MSCs derived from the common marmoset monkey Callithrix jacchus were cultured under sterile conditions in Dulbecco’s modified Eagle’s medium (DMEM, Biochrom AG, Germany) containing 15% (v/v) fetal bovine serum (FBS, Biochrom AG, Germany), 1% penicillin/streptomycin, 1% ascorbic acid in 10 cm tissue culture dishes (TPP, Biochrom AG, Germany) in a humidified incubator at 37°C and 5% CO2. The cells were harvested using 0.05%/0.02% (w/v) trypsin/EDTA solution followed by centrifugation at 1,200 rpm for 5 min. Membrane integrity of MSCs was assessed by trypan blue staining using Vi-CELL XR cell viability analyzer (Beckman Coulter GmbH, Krefeld, Germany). After counting, MSCs were centrifuged and re-suspended in 10 mM HEPES buffered saline (pH 7.4) to adjust the desired cell concentration before encapsulation in alginate. The encapsulation was performed by the AF and ES method; here, the cells were gently mixed with 1.6% alginate in 10 ml syringe and pumped at 10 ml/h flow rate into 100 mM CaCl2 cross-linking solution (in 10 mM HEPES buffered saline). The obtained alginate beads containing MSCs were washed twice with washing solution (WS), containing 10 mM HEPES, 1.5 mM CaCl2 buffered saline (pH 7.4), and either immediately used for experimental purposes after encapsulation (“Immediate”) or after a day of culture in a humidified incubator at 37°C and 5% CO2 (“Incubated”). The presence of calcium ions in WS prevented alginate beads from swelling . The following process parameters were kept constant during encapsulation using both the AF and ES method: spraying distance 10 cm, alginate flow rate 10 ml/h, concentration of CaCl2 solution 100 mM, applied voltage 20 kV, air flow 150 l/h, unless stated otherwise.
Flow cytometry marker analysis.
After trypsinization and fixation in 4% paraformaldehyde (PFA, Merck, Germany), cells were aliquoted in equal numbers for flow cytometry (FACS Calibur, Becton Dickinson) and stained with primary and secondary antibodies at RT for 1 h, respectively (Table S1). Cells incubated with only secondary antibody were used as negative controls.
For immunohistochemical staining Dako LSAB+System-HRP kit was used (Dako North America, California, USA). For the examination for mesenchymal markers, 2×104 cells/well of each sample were seeded on a glass slide (20 mm) in a 12-well plate (Greiner Bio-One GmbH, Frickenhausen, Germany) and then fixed with 4% PFA. After washing steps with PBS, six drops of 3% hydrogen peroxide were added to each well for 5 min to block endogenous peroxidase activities. The cells were incubated with appropriate antibody over night at 4°C (Table S1). Then the link solution was applied to the glass slides for 30 min followed by streptavidin peroxidase for 30 min. The substrate solution was added to each well and incubated for 7–15 min until the antibody horseradish peroxidase conjugate (AB-HRP) catalyzed the 3,3′-diaminobenzidine (DAB) substrate into the desired brown to black reporter color for a positive signal. Afterwards, cells were washed twice with 1 ml distilled water (dH2O) and treated with 300 µl haematoxylin for 3–5 min providing counterstaining of the nuclei. The glass slides were additionally rinsed with dH2O, transferred upside down onto an object plate in one drop of Mowiol 4–88 (Carl Roth GmbH, Karlsruhe, Germany) and dried over night in the dark. Images were taken using a Keyence Biozero microscope (Keyence Germany GmbH, Neu-Isenburg, Germany).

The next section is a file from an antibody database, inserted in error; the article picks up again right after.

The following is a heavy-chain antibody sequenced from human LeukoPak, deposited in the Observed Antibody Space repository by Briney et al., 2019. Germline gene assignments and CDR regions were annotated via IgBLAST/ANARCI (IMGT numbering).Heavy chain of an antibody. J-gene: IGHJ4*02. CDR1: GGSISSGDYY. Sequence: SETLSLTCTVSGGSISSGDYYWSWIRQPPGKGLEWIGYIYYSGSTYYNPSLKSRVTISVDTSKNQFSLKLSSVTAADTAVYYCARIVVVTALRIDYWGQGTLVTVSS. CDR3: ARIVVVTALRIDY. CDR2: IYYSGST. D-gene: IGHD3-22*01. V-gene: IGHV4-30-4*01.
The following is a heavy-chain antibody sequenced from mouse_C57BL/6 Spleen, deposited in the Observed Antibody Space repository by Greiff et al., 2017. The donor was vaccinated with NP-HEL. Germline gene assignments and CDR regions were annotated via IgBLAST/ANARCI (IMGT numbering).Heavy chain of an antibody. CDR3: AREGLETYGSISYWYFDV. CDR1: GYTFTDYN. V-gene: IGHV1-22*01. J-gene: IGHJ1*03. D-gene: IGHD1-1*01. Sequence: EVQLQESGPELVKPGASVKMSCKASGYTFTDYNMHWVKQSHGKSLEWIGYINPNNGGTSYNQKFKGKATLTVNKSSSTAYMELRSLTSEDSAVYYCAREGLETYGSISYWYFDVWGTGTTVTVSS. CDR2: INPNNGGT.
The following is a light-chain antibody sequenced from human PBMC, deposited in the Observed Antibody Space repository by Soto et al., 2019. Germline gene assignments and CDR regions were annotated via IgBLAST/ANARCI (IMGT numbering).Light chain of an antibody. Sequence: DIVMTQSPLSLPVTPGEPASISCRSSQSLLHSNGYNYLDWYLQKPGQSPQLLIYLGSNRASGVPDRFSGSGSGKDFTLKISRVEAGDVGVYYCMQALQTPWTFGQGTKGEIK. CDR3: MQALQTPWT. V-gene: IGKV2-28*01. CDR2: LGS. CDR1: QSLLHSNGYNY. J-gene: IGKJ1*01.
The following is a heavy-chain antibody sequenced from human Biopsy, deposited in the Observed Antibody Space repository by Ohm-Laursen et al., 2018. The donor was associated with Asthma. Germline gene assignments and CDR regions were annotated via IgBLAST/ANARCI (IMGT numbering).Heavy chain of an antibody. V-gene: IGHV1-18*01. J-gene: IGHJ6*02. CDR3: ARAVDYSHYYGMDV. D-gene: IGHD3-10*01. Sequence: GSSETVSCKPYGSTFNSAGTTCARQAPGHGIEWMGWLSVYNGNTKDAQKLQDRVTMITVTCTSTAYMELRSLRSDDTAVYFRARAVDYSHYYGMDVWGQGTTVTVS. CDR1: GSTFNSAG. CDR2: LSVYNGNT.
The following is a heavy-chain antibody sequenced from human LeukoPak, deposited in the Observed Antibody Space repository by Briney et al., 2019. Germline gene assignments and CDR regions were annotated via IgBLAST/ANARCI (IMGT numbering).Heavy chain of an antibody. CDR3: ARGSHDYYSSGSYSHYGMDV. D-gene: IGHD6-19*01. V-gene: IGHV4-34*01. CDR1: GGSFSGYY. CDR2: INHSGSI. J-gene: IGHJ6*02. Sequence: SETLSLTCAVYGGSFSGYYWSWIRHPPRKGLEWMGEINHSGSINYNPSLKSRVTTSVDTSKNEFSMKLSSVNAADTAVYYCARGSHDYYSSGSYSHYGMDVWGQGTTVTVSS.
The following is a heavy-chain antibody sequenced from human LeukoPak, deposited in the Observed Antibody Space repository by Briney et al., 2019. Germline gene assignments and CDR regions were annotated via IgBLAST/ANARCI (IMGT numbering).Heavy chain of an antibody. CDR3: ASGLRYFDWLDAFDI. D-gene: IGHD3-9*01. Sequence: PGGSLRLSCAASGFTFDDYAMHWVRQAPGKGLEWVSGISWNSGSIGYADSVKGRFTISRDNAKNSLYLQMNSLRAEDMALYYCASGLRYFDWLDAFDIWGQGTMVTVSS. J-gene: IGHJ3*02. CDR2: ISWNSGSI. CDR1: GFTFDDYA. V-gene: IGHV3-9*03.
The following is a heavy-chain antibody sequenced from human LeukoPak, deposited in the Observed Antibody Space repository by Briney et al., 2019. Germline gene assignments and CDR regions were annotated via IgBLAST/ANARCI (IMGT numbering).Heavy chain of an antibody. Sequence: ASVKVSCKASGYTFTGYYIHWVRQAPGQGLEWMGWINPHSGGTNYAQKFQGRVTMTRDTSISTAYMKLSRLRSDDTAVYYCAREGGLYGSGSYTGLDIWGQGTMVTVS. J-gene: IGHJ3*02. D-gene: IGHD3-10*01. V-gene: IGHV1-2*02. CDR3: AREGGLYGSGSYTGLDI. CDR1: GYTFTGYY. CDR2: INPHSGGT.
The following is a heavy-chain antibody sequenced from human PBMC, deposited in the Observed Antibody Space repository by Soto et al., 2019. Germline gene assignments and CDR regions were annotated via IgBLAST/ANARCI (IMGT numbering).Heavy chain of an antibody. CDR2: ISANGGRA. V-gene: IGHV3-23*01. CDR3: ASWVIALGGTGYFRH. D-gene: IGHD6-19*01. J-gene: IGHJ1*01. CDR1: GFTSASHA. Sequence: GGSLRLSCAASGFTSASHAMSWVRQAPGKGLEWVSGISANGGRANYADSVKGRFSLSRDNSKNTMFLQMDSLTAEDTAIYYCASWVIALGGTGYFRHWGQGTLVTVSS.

Total RNA Isolation and Reverse Transcription Polymerase Chain Reaction (RT-PCR).
RNA was extracted using the peqGOLD Total RNA Kit (Peqlab GmbH, Erlangen, Germany) according to the manufacturer’s instructions. Briefly, the cell pellet was lysed in 400 µl RNA Lysis Buffer, transferred to a provided DNA removing column and centrifuged at 12,000 g for 1 min. Next, 400 µl 70% ethanol were added to the flow through, the lysate was loaded onto a provided Perfect Bind RNA Column and centrifuged at 10,000 g for 1 min. After three washing steps (1x 500 µl RNA Wash Buffer I and 2×600 µl RNA Wash Buffer II), the column was dried by centrifugation at 10,000 g for 2 min and the RNA eluted from the column by applying 50 µl sterile RNAse-free dH2O. Concentration of the obtained RNA was measured by a Nanodrop photometer (Spectrophotometer ND1000, Peqlab GmbH, Erlangen, Germany). Extracted RNA was transcribed into complementary DNA (cDNA) using the High Capacity cDNA Reverse Transcription Kit (Life technologies, Carlsbad, USA). By adding Oligo-17-dT primers (TIB Molbiol, Berlin, Germany) only the messenger RNA (mRNA) with intact poly-A tail was transcribed. For the analysis of the mesenchymal markers and immunorelevant molecules, a RT-PCR reaction of 30 µl per sample was set up with standard conditions (24 µl dH2O, 3 µl 1X PCR buffer (NEB, Frankfurt, Germany), 0.5 Units Taq Polymerase (NEB, Frankfurt, Germany), 100 mM nucleoside triphosphates containing deoxyribose (dNTPs, Fermentas, St. Leon-Rot, Germany), 20 pmol/µl of each primer and 1 µg cDNA). The RT-PCR reaction was performed in a Thermal cycler C1000 (Bio-Rad Laboratories GmbH, Munich, Germany). The cycling conditions were as follows: 1x initial denaturation step at 95°C for 180 s, followed by 35x denaturation at 95°C for 45 s, annealing at 58°C for 45 s, extension at 72°C for 90 s and a final extension step at 72°C for 600 s. In all amplifications, ribosomal protein S29 (RPS29) was utilized as a housekeeper gene; exact oligonucleotide sequences, corresponding fragment sizes and annealing temperatures are enlisted in Table S1.